A Tough Pill to Swallow

“The Matrix is a system, Neo. That system is our enemy. But when you’re inside, you look around, what do you see? Businessmen, teachers, lawyers, carpenters. The very minds of the people we are trying to save. But until we do, these people are still a part of that system and that makes them our enemy. You have to understand, most of these people are not ready to be unplugged. And many of them are so inured, so hopelessly dependent on the system, that they will fight to protect it.”  –Morpheus, The Matrix (Lana Wachowski)

Nature's Pharmacy
From our medicine locker: ginger, Beeyoutiful’s Ultra Immune Booster, oregano essential oil, Fever Tea (peppermint, yarrow, elder flower, elder berry)

Do you feel some days like the character Cypher in The Matrix, wishing everything could go back to normal? “Why, oh why didn’t I take the blue pill?” What wouldn’t you give to put everything back the way it was in January, at the start of 2020, when you were full of optimism and plans for the new year?

Careful…that’s a loaded question. Maybe “normal” wasn’t working as well as we thought. The suddenly-clear skies over big cities seem to agree. What is revealed by a few weeks of shut-downs is that our society, our government, our financial system, our families, our very health—these things are a lot more fragile than we like to think. They may even be built on illusions.

But unplugging everyone simultaneously is dangerous, too. Unless you were already free-thinking, self-sufficient, and counter-cultural, simply removing the construct isn’t going to make you so. In fact, it’s more likely to put you into shock. Sending children home from school if there is an abuser in the family puts them more at risk. Removing income from an impoverished family places them in an even more precarious place. Isolating addicts and mentally ill people makes them more desperate. We may be saving thousands from immediate death by pandemic at the cost of millions from slow death by pandemic response. It doesn’t mean we shouldn’t obey orders put in place to protect the vulnerable or to limit spread of the disease, but we should do so carefully, considering the collateral damage. We must lay aside our rights as a free people for the good of many, but only temporarily. The founders of the American Democratic experiment feared loss of liberty more than loss of life. Do we?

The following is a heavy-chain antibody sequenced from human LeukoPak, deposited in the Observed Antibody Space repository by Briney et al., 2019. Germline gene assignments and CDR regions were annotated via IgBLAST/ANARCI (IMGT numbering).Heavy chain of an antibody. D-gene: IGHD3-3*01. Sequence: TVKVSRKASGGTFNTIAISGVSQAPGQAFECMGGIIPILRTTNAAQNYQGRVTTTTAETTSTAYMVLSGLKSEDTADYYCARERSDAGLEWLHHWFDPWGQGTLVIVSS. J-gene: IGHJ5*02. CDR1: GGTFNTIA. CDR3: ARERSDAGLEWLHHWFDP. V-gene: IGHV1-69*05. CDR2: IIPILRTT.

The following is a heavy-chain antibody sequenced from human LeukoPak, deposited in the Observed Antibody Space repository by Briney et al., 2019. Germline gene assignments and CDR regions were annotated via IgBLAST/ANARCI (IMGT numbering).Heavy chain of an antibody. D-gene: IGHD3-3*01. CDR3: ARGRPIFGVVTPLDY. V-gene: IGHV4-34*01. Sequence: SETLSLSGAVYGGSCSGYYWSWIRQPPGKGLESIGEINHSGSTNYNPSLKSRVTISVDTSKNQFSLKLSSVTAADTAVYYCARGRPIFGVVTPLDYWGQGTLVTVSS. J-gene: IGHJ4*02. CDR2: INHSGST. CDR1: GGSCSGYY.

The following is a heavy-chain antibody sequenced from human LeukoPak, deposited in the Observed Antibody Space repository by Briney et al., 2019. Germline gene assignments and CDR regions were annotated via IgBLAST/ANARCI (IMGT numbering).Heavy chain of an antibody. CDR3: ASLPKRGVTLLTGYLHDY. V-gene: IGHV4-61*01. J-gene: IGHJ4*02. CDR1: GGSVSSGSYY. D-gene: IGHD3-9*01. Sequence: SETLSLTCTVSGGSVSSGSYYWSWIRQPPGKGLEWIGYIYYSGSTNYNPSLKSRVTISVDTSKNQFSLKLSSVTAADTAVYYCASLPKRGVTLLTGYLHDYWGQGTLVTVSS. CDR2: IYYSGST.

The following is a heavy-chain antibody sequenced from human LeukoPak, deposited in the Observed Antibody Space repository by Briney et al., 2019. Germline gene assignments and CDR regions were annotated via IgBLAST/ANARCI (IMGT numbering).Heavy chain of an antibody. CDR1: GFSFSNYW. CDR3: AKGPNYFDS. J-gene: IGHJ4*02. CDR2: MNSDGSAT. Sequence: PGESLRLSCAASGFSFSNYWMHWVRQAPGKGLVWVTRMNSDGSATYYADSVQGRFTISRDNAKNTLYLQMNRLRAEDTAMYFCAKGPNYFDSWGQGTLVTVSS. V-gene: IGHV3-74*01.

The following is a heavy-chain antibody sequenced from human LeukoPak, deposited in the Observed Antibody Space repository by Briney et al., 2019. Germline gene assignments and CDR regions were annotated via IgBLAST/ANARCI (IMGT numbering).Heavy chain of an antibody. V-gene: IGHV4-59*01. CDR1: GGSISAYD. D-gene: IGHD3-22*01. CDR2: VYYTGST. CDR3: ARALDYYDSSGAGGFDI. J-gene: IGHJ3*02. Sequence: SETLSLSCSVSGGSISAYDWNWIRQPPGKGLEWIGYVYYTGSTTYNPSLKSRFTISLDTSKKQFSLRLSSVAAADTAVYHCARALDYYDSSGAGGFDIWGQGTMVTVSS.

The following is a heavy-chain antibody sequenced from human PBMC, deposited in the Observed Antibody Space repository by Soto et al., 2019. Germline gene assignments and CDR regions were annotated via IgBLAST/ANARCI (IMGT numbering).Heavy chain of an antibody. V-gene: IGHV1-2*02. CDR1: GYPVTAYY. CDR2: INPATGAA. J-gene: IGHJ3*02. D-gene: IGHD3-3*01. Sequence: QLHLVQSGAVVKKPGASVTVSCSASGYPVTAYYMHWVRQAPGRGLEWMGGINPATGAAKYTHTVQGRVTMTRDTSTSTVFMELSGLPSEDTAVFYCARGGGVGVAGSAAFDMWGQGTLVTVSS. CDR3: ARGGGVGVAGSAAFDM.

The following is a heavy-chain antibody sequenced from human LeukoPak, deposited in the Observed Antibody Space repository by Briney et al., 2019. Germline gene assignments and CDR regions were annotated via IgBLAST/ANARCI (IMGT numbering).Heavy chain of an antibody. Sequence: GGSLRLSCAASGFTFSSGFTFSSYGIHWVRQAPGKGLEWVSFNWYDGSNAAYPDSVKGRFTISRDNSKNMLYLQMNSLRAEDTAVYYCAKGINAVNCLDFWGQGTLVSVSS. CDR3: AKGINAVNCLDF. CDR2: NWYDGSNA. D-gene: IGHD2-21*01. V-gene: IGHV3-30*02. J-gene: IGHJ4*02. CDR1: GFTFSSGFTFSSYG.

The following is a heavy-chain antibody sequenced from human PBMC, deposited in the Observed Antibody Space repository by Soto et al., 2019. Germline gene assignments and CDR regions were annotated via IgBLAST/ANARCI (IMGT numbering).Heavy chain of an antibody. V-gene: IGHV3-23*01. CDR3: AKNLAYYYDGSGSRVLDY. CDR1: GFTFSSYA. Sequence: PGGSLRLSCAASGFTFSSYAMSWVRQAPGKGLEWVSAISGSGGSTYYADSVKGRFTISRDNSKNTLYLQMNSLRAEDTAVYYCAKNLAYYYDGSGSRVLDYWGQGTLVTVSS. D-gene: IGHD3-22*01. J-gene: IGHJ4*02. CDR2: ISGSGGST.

I’m not much of a conspiracy theorist (unless you consider the cosmic force of evil conspiring against good). But while we’re in the middle of this pandemic, I am asking some questions: Who is in control? Who is telling the truth, and who is not? Who decides what happens next? Where is the flow of money and power? What will happen to our democratic republic if this goes on indefinitely? Looking forward to the “after” of this pandemic, I’m not feeling very optimistic. (This was supposed to be a pep talk, but I’m a little short on pep at the moment. Bear with me.)

Since this is a health crisis, I’m probably going out on a limb by stating that I do not believe that more “healthcare” is equivalent to more “health.” We have been confusing these terms for a long time, and unless we change the paradigm, we will continue to make decisions as a species that erode our future wellness and that of our planet. If we are looking for a quick fix—a shiny new medicine, a vaccine that will make all this bad go away, then we will get what we have been getting from the Pill Pushers: dependence on costly medications that treat symptoms instead of processes that promote wholeness in our bodies and minds. (And don’t forget the side effects…)

I have long been a proponent of slow food, fresh air and sunshine, exercise, quality rest, holistic remedies, good relationships, and spiritual well-being. These things require lifestyle change and sacrifice, but they result in improved overall health. I am not discounting the need for medical care or life-saving drugs; even healthy people get sick sometimes. I am not shunning expert advice about how to be well. I am not saying that those who care for patients every day are not heroic and life-saving (they are!). And I am not ignoring the needs of the most vulnerable people in our society: the poor whose choices are limited by their station (one could argue that I live well because they live in poverty—who grows my food? Who converts raw materials into my fuel? Who makes my clothes?)

I am only saying that at the top levels, the healthcare system as it exists now is based on power and money, and not compassion for the ill. No one benefits from dead people, and no one benefits from well people who don’t need a doctor. What the system needs to remain in place is a large population of people who are a little bit sick all the time. And to sustain itself, it preys on fear and ignorance. And don’t forget laziness, because, honestly, even if we know what’s best for us, it really is easier to take a pill than eat right and exercise, and natural remedies require a lot of time and diligence.

As we wait, and as we slowly crawl toward recovery, let us not forget the lessons we are learning. Ask hard questions, think deep thoughts, search out the Truth. You may find that the world as you knew it was “pulled over your eyes to blind you” (Morpheus again) and even though it’s harder to go forward with that knowledge, it’s better than selling out to go back to a false sense of security.